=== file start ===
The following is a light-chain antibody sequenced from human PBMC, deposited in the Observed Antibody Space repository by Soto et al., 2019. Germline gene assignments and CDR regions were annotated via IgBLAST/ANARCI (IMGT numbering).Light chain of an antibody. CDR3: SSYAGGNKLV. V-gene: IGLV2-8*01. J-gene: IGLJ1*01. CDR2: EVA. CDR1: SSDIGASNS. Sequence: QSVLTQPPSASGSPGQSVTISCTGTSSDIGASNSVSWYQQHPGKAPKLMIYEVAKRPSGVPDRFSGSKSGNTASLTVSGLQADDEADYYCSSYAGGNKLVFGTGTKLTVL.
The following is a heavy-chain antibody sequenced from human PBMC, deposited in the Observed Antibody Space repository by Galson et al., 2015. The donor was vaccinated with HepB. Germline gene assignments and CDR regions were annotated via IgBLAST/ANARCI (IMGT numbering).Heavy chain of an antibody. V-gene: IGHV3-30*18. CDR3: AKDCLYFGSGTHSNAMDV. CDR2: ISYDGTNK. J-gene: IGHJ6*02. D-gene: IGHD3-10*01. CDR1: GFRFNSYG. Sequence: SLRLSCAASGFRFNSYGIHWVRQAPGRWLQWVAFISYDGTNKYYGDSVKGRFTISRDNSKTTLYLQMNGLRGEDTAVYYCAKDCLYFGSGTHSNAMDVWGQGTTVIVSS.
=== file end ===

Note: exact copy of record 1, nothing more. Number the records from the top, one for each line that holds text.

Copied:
The following is a light-chain antibody sequenced from human PBMC, deposited in the Observed Antibody Space repository by Soto et al., 2019. Germline gene assignments and CDR regions were annotated via IgBLAST/ANARCI (IMGT numbering).Light chain of an antibody. CDR3: SSYAGGNKLV. V-gene: IGLV2-8*01. J-gene: IGLJ1*01. CDR2: EVA. CDR1: SSDIGASNS. Sequence: QSVLTQPPSASGSPGQSVTISCTGTSSDIGASNSVSWYQQHPGKAPKLMIYEVAKRPSGVPDRFSGSKSGNTASLTVSGLQADDEADYYCSSYAGGNKLVFGTGTKLTVL.